Skip to content. Skip to main navigation.

RCE North Texas officially acknowledged by United Nations University

Friday, March 8, 2019 • Media Contact: Herb Booth

community serviceenvironmentAll Topics

UTA chief sustainability officer led effort to create the RCE North Texas 

What began as a brainstorming session last year about how to unify sustainability efforts across North Texas is now the Regional Centre of Expertise on Education for Sustainable Development North Texas, or RCE North Texas, thanks to efforts led by Meghna Tare, University of Texas at Arlington chief sustainability officer, and many dedicated stakeholders.

Meghna Tare

Meghna Tare, University of Texas at Arlington chief sustainability officer

The coalition has been approved by United Nations University, which oversees the international network of regional centers.

“I realized that while there are 168 Regional Centres of Expertise around the world, there are only six in the United States,” Tare said. “So, launching an RCE North Texas is a chance to show leadership from UTA and the region in terms of sustainability. We have a lot to be proud of and to share with the world, and this gives us a global platform to do that.”

Tare leveraged working relationships already in place between UTA and other organizations to get the ball rolling. At their kickoff meeting in January, 60 stakeholders from the region were asked to pick sustainable development goals they thought were most relevant to the region. The consensus: good health and well-being, sustainable communities and education.

“We drafted the application and submitted it to the UNU-IAS, and I also asked the stakeholders to share information about their programs and provide a letter of support to go with the application,” she said. Another working meeting was held this month to decide on mission and vision statements, and one-year and five-year goals.

The group concluded that one of the reasons the coalition is needed is because the North Texas region has experienced such tremendous growth over the past 40 years. Population is expected to double by the year 2050. In this scenario, as noted in the application, “we should examine how North Texas will confront the exploding population projections and the environmental, social and economic challenges they bring.

“Formation of a Regional Centre of Expertise on Education for Sustainable Development would be an influencer in the community as cities expand, providing the resources to maximize the potential economic opportunity that well-managed communities can offer. The status quo is not sustainable; North Texas must embrace a proactive approach to addressing the challenges of urbanization.”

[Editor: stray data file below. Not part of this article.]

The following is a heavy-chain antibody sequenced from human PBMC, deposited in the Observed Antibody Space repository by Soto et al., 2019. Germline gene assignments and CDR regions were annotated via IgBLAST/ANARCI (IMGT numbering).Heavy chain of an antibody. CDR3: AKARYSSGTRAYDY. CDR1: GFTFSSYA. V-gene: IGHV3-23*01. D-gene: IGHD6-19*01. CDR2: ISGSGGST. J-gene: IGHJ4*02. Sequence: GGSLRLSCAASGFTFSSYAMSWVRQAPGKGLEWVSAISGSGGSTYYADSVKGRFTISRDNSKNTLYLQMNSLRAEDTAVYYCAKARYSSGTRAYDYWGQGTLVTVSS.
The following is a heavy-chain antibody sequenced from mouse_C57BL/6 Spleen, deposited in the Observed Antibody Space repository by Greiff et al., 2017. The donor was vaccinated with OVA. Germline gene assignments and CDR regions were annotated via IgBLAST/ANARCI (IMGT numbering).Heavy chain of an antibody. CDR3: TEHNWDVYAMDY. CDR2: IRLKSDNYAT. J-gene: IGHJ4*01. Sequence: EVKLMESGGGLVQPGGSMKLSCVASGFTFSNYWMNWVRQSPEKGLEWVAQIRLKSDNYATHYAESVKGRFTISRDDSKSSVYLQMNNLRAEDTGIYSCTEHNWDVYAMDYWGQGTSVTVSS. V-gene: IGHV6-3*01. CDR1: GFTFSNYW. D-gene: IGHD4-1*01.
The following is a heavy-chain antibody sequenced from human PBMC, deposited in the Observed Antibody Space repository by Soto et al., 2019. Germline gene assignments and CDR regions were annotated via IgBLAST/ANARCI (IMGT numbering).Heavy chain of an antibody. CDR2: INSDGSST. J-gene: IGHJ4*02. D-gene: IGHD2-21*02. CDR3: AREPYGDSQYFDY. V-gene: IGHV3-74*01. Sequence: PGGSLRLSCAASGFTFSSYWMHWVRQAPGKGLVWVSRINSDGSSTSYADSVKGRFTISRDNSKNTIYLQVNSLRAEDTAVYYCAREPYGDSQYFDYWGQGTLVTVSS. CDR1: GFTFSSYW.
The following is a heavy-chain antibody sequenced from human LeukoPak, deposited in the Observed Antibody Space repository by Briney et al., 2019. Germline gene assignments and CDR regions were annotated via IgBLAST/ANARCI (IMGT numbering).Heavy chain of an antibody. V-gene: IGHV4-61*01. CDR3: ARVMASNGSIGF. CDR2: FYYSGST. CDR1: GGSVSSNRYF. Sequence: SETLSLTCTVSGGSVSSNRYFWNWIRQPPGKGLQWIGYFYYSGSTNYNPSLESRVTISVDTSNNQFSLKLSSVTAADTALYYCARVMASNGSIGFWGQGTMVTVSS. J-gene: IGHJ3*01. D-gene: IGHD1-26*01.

Tare said she is committed to including more grassroots organizations and private businesses in the RCE North Texas and that some consulting firms and small businesses have already expressed interest in joining the effort.

“As much as possible, we want to be focused on education, dialogue and collaboration of ideas,” she said. “Many businesses are designing their strategies around sustainable development, and we want to give them a chance to leverage our expertise and resources.” 

Academia also is recognizing that the time is right to take its knowledge and expertise outside the campus. 

“Sustainable development engenders a culture of learning and continuous improvement. The RCE network brings together members who might not usually work together,” said John Hall, UTA vice president for administration and campus operations. “As such, they are uniquely placed to help create solutions to sustainability challenges through dialogue, education, training, conferences, symposiums and learning.”

Anyone interested in promoting sustainability is invited to attend the Regional Centre of Expertise on Education for Sustainable Development North Texas kickoff from 10 a.m. to 1 p.m. Thursday, March 28, at The University of Texas at Arlington E.H. Hereford University Center, 300 W. First St., in the Carlisle Suite. Email mtare@uta.edu to RSVP.

-- Written by Richard Hill